Inner City Practice

7. Outcome of planned home births in an inner city practice

Ford C, Iliffe S, Franklin O (Department of Primary Health Care, Whittington Hospital, London.)
BMJ 1991 Dec 14; 303(6816): 1517-9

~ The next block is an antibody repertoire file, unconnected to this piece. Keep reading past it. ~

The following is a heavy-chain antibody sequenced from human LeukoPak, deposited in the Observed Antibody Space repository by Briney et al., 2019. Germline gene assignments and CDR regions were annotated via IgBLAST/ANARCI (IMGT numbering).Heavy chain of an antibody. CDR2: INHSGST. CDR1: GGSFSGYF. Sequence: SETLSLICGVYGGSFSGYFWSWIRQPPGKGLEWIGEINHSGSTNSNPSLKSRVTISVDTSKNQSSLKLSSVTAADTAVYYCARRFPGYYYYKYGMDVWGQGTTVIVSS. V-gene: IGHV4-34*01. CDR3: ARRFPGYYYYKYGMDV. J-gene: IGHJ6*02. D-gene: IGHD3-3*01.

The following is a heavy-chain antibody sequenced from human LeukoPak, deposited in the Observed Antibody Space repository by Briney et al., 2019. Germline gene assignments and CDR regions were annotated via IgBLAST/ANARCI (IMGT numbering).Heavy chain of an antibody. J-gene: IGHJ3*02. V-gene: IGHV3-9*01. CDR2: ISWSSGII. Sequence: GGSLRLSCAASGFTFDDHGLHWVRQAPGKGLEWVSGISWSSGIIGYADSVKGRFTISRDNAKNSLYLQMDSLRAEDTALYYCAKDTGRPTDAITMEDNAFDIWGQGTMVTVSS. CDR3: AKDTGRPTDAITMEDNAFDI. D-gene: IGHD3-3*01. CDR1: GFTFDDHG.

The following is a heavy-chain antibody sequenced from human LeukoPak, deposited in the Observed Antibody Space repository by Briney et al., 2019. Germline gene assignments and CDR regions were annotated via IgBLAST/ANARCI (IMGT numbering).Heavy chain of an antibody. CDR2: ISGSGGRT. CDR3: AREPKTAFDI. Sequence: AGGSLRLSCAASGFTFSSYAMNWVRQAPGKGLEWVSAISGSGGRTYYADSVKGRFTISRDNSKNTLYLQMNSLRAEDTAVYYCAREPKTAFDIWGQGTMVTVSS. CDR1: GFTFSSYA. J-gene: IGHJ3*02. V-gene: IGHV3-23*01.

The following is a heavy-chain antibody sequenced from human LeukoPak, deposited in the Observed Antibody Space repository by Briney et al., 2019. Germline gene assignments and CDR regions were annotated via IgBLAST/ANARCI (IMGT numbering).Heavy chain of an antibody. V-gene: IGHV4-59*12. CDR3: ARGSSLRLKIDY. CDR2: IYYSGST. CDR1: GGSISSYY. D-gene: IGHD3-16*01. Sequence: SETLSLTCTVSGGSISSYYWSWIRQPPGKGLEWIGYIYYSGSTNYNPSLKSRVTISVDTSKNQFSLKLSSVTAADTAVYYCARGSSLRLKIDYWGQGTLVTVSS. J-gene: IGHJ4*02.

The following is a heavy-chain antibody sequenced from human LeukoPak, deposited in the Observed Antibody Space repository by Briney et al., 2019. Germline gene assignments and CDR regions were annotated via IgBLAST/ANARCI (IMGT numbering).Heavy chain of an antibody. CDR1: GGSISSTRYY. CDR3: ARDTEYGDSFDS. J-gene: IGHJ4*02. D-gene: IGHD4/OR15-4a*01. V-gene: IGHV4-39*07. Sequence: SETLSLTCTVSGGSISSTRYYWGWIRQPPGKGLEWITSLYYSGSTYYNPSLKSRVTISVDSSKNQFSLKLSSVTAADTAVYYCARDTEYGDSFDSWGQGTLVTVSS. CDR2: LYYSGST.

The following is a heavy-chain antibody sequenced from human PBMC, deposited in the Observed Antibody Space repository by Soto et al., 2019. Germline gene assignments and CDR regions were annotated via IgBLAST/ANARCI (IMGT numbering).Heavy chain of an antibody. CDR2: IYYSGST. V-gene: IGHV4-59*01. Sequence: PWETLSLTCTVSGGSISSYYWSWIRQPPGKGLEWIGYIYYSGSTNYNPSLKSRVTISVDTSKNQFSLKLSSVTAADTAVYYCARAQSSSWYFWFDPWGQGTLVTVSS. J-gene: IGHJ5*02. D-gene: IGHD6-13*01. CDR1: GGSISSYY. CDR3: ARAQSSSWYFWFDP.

The progress of 285 women who booked home births between 1977 and 1989 were followed for this study. 77.6% had normal births at home, 9.4% were transferred to specialist care during pregnancy, and another 9.4% transferred to hospital during labour. First-time mothers were more likely to transfer to hospital because of slow labour, but they were no more likely to transferred to specialist care during pregnancy. Postnatal complications for mother and baby were very rare after home birth, with only 4 mothers and 3 babies needing specialist attention.The researchers concluded that ‘Birth at home is practical and safe for a self selected population of multiparous women, but nulliparous women are more likely to require transfer to hospital during labour because of delay in labour.’Note that this study, like many others, did not find any evidence that home birth was unsafe for first-time mothers (‘nulliparas’ or ‘primigravidas’), just that they were more likely to transfer to hospital because of a long labour.The abstract does not give details of the proportion of first-time mothers who transferred, but even if it was as high as the 40% in the National Birthday Trust study, that does not mean home birth is impractical for first-time mothers. How many hospitals can boast that 60% of their first-time mothers give birth naturally, with no interventions? The rate for planned home births is actually higher than that, because many women who transfer to hospital go on to give birth there with no major interventions, but only further observation or pain relief. Granted, some women who give birth at home will have interventions there – some women have their membranes ruptured at home, for instance – but this is unusual.Caroline Flint, a famous UK midwife and former President of the Royal College of Midwives, has commented that home birth is very safe for first labours precisely because they tend to be slower – it means that there is plenty of time to transfer if there is any sign of trouble. Read abstract on Medline

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